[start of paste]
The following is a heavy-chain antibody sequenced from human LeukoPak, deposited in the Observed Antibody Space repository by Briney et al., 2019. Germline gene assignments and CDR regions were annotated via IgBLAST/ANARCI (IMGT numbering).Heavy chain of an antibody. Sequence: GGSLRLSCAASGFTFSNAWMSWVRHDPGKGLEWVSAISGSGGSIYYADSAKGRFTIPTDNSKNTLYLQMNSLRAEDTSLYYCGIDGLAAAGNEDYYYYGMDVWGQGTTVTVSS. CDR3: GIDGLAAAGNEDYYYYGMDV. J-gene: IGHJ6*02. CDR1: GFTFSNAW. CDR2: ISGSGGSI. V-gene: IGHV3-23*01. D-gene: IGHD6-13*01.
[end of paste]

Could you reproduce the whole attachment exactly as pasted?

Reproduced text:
The following is a heavy-chain antibody sequenced from human LeukoPak, deposited in the Observed Antibody Space repository by Briney et al., 2019. Germline gene assignments and CDR regions were annotated via IgBLAST/ANARCI (IMGT numbering).Heavy chain of an antibody. Sequence: GGSLRLSCAASGFTFSNAWMSWVRHDPGKGLEWVSAISGSGGSIYYADSAKGRFTIPTDNSKNTLYLQMNSLRAEDTSLYYCGIDGLAAAGNEDYYYYGMDVWGQGTTVTVSS. CDR3: GIDGLAAAGNEDYYYYGMDV. J-gene: IGHJ6*02. CDR1: GFTFSNAW. CDR2: ISGSGGSI. V-gene: IGHV3-23*01. D-gene: IGHD6-13*01.